Touchscreens are the input media of the future. Users appreciate the fact that they are so easy to use. The industry is making increasing use of touchscreens for various devices and controllers. From the small display on a smartphone to huge screens suitable for several people to operate, there are many different technologies involved. Up to now, optical solutions have been preferred for large displays and, with the development of high-efficiency infrared LEDs, this technology has become attractive even for small touch panels, such as on notebooks.
The launch of Windows 8 in October 2012 gave touchscreens a further boost. The operating system has been designed specifically for this type of input and is a driving force behind the development of suitably equipped all-in-one computers and notebooks.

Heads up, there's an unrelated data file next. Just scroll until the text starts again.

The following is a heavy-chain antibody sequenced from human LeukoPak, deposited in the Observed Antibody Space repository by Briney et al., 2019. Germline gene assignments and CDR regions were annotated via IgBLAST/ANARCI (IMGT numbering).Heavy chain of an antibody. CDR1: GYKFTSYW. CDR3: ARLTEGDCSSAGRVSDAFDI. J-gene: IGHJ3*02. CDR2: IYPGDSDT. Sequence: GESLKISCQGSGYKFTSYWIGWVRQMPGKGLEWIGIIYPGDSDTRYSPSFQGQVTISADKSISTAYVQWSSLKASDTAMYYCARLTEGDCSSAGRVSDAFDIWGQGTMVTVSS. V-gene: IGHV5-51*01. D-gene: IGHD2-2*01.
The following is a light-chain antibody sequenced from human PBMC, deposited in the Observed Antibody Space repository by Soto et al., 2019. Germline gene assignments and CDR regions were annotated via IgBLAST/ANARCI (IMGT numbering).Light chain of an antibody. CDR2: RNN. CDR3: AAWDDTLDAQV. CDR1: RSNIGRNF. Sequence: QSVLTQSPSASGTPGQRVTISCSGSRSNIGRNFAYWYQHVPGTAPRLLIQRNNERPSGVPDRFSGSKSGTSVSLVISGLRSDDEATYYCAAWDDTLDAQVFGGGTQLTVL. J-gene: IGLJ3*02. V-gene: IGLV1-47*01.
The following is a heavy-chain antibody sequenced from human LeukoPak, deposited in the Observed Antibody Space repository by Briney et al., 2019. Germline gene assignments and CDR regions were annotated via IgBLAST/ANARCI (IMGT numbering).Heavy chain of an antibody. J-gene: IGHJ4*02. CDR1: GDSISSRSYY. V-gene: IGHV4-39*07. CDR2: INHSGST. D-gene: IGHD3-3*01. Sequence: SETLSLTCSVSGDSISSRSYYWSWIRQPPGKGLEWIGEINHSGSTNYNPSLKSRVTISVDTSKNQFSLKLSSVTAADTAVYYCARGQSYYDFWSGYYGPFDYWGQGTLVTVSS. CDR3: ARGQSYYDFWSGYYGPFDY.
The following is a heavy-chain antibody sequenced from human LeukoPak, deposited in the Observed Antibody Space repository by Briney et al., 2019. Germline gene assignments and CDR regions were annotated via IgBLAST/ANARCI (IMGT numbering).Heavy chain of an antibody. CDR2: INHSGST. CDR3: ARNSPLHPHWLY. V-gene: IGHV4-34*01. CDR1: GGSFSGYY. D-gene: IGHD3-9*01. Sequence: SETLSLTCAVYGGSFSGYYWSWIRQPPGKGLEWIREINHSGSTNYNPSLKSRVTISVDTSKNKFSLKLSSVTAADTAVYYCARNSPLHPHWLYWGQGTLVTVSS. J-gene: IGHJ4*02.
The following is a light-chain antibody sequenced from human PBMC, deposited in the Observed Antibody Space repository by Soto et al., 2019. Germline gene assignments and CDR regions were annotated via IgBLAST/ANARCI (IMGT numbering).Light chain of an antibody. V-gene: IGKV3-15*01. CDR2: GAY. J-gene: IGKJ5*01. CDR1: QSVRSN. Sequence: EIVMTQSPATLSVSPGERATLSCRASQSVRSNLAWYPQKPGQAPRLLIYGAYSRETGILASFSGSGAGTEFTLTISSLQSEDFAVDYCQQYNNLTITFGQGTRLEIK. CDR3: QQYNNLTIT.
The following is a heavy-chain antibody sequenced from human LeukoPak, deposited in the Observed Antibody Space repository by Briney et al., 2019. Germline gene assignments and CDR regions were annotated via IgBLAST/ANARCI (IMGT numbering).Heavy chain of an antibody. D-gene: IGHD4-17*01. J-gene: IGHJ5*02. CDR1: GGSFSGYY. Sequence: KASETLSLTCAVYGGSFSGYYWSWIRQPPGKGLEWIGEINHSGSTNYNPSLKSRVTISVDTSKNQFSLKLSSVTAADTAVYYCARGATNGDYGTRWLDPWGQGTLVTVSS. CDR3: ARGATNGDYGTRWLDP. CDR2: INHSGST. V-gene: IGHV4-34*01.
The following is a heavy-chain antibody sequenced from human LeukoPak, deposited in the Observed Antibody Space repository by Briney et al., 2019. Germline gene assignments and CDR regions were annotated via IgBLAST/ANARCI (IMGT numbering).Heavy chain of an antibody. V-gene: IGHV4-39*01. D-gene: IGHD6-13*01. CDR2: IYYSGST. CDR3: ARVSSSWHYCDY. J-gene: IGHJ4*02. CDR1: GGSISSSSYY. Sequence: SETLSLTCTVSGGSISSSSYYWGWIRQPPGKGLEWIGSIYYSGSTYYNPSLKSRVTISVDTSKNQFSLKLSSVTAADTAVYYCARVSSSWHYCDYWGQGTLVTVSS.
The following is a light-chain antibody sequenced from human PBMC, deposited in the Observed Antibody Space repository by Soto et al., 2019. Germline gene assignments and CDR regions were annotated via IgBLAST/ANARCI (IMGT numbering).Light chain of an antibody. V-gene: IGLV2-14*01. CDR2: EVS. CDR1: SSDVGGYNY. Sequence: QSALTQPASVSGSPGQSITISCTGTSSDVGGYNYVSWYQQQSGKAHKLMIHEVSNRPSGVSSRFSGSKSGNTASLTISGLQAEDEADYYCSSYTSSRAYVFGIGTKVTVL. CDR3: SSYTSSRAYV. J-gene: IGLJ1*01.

There are different ways in which the position of a finger or stylus on the screen can be detected. Resistive displays have traditionally been used. They are equipped with  two conductive films separated by an air gap and coated on a glass display. Pressing down with your finger closes the gap between the two layers of film, allowing current to flow. Electrical resistance is then used to calculate the point of contact. Capacitive solutions are also widespread. These produce an electrical field in a special surface layer. Contact between this layer and a conductive object, such as a finger, causes a change in the electrical field. Optical touchscreens can be realized, for example, by creating a light grid over the display using infrared LEDs (IREDs), in which an object touching the display either casts a shadow or causes light to be reflected, depending on the design.

Optical touchscreens